A 25 year-old male presents with swelling and pain to the hand. He just had a temper tantrum at home and punched his wall.
You examine his hand and find significant point tenderness and swelling over the 5th metacarpal bone of his right hand. The neurovascular exam is unremarkable.
You obtain the following plain films:
What is the diagnosis and what is your management?
This is a 5th metacarpal neck fracture. These are common fractures, and if not treated appropriately can lead to significant hand dysfunction. Important features to note are degree of angulation, rotation, shortening, displacement and soft tissue swelling. The metacarpal can be divided into parts: head, neck, shaft and base.
Fracture of the metacarpal neck at the 5th metacarpal is also known as a Boxer’s fracture. Its angulation is typically apex dorsal. The dorsal apex angulation is a result of the force of impact at the 5th MCP joint being directed dorsally driving the distal fragment volarly, and the intrinsic hand muscles further applying a force volarly on the distal fracture fragment. The goal of management is to reduce and align fracture fragments to maintain function. A small degree of shortening can be tolerated much better than malrotation, as the latter can result in significant amounts of finger overlap during MCP joint flexion. Nondisplaced or minimally displaced fractures can be placed in an ulnar gutter splint. Displaced, angulated, and/or rotated distal fragments should undergo reduction attempts followed by placement in a splint and post-reduction films. To make the reduction procedure tolerable a local hematoma block or nerve block can be performed prior to reduction.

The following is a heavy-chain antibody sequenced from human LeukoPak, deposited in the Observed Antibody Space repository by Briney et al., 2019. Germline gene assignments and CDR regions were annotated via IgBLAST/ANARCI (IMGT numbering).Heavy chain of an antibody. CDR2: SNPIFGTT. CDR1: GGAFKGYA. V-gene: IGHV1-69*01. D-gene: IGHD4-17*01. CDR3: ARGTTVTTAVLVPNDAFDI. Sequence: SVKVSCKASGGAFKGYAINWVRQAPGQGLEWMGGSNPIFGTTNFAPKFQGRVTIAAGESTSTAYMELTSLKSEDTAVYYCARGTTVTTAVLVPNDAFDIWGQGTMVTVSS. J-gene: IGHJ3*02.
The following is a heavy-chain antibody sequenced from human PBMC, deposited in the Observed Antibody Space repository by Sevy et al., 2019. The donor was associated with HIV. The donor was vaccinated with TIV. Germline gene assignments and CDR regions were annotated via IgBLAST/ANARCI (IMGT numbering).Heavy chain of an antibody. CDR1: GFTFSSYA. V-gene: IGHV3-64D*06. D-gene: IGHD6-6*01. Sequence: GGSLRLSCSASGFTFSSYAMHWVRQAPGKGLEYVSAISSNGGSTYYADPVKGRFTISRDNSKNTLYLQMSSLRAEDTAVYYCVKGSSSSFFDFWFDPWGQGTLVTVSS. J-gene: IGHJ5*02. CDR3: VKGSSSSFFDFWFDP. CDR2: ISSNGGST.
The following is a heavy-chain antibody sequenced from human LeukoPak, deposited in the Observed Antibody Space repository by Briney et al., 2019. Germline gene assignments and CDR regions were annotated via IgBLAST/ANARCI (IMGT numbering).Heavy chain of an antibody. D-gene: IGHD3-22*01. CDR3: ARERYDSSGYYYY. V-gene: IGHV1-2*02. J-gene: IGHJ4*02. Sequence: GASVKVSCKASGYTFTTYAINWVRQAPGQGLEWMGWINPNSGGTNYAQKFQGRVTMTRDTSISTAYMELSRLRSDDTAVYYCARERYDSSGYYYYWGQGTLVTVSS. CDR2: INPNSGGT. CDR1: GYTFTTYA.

Browner, Bruce and Robert Fuller. Musculoskeletal Emergencies. Philadelphia: Elsevier Saunders, 2013. Print.
Also see this great post: http://lifeinthefastlane.com/minor-injuries-003/